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See detailIntra- and extracellular antioxidant capacities of the new water-soluble form of curcumin (NDS27) on stimulated neutrophils and HL-60 cells
Derochette, Sandrine ULg; Franck, Thierry ULg; Mouithys-Mickalad, Ange ULg et al

in Chemico-Biological Interactions (2013), 201(1-3), 49-57

Phagocytic cells, especially neutrophils (PMNs) are specialized in the production of reactive oxygen species (ROS) to kill pathogenic agents, but an excessive ROS production is associated with tissue ... [more ▼]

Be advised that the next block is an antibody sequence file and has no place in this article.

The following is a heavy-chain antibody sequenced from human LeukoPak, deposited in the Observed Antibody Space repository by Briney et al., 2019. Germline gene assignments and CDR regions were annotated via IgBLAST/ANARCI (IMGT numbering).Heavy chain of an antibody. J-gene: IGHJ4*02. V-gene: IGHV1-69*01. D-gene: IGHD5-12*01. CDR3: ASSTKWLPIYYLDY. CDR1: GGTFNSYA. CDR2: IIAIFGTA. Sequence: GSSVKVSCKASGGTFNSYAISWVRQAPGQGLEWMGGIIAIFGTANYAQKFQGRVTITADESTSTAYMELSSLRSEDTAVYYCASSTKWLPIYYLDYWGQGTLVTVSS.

Phagocytic cells, especially neutrophils (PMNs) are specialized in the production of reactive oxygen species (ROS) to kill pathogenic agents, but an excessive ROS production is associated with tissue damages and inflammatory diseases. Phagocytes are thus prime therapeutic targets to control inflammatory events associated to ROS production. Nowadays, there is a growing interest for the use of polyphenols to modulate the inflammatory response. The aim of this work was to study the antioxidant effect of NDS27, a highly water-soluble form of the polyphenolic molecule curcumin, on in vitro stimulated equine PMNs and human promyelocytic leukemia cells (HL-60). NDS27 was either pre-incubated with cells and eliminated before their activation (intracellular effect) or let in the medium (extracellular effect). Our results indicate that NDS27 significantly and dose-dependently (10 6 M–10 4 M) inhibited the ROS production in both cell types without affecting their viability. NDS27 was able to cross and interact with cell membrane, especially for HL-60 cells, while we observed a better intracellular antioxidant effect with PMNs. The activity of myeloperoxidase (MPO) released by PMNs and HL-60 cells, was decreased by NDS27, but more efficiently for PMNs. These results suggested that the greater efficiency of NDS27 in PMNs is due to an inhibitory effect on cells which are more mature for ROS production, probably by targeting the enzymes implied in respiratory burst like MPO. The modulatory effect of NDS27 on the oxidant activity of cells involved in immune and inflammatory responses opens perspectives for a therapeutic control of pathologies with excessive inflammatory reactions. [less ▲]